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I still remember my very first eye. I was five years old when Dad brought it home, and the unfamiliar feeling of the lens pressing lightly against my own cornea made me nervous. I remember Mum stroking my back as Dad explained how to switch from one view to another, how to blink the world away and let my left eye become everything. And then I did switch, and our living room became something else. The ocean, I think.

It was a child's eye, of course, devoid of violent and gruesome memories. Not a girl's eye, though: Dad had always had his own ideas of what I was fit to see, and so instead of castles and horses, the clear lens that would cover my left eye for the next three years held memories of jungles and the sea.

I loved that thing, the wonder that it was. I wanted to know how it had been made. I wanted to know where it had come from. And by the time I finished school, trees and waves long since abandoned for blueprints and business models, I wanted to make them myself.


Making eyes isn't as glamorous as the TV spots would like you to believe. There are no smiling playboys and adventurers strolling into a clinic and coming out again with a rakish patch over their left eye. There are only dead bodies, belonging to the companies after they experienced whatever they were paid to experience. Poor, desperate souls and adrenaline seekers, those are the ones who collect the memories you pay for. And they deliver when they're dead.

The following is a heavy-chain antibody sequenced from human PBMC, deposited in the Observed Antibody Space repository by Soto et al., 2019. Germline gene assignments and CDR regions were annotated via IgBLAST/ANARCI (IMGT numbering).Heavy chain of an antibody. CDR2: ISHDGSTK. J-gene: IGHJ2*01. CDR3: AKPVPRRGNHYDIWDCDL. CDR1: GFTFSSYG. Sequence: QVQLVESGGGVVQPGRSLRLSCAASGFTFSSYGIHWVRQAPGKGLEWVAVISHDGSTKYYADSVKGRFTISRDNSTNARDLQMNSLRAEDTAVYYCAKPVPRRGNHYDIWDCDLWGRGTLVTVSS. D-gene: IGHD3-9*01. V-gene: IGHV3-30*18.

Of course I'm not saying the companies are killing them. But it's risky, trekking through jungles and deserts or exploring the deep sea, and during my training, I seldom removed the eye of an old woman or man.

I cannot tell you how the memories are extracted. I cannot tell you how the lenses are made, or why they only ever work with the left eye, not the right, both in collecting the memories and sharing them. I mean, I could tell you, but then I'd lose my license for sure and I already came close enough.

I'm not ready to quit this. Not quite.

I'm not actually making the eyes now, you know. Learning how much they cost, those who sold them pretty much put me off that particular venture. But I still love them, even if the delight has become bittersweet, so now I'm selling them instead. I have my own shop, small but reputable, and for now at least making more money than my dad ever envisioned for his little girl. And my left eye can still take me away from reality, even if I haven't used it in a while.

You may argue that this is no less morally wrong than creating the eyes in the first place, and I'd have to agree. But those poor guys should be remembered by someone who appreciates them, don't you think?


Dr. McKay barged into my shop like it was his own, already gesturing when he spotted me.

"You! What's the most expensive and no doubt useless eye you have?" He snapped his fingers when I didn't answer right away, looking at me as if I was slow and wasting his precious time. I checked him out – a habit you pick up in this business – but his left eye was clear, no soft plastic lens reflecting the light.

Dr. McKay, it seemed, was a purist.

"Well? Are you here to make money or is this establishment purely for decoration?"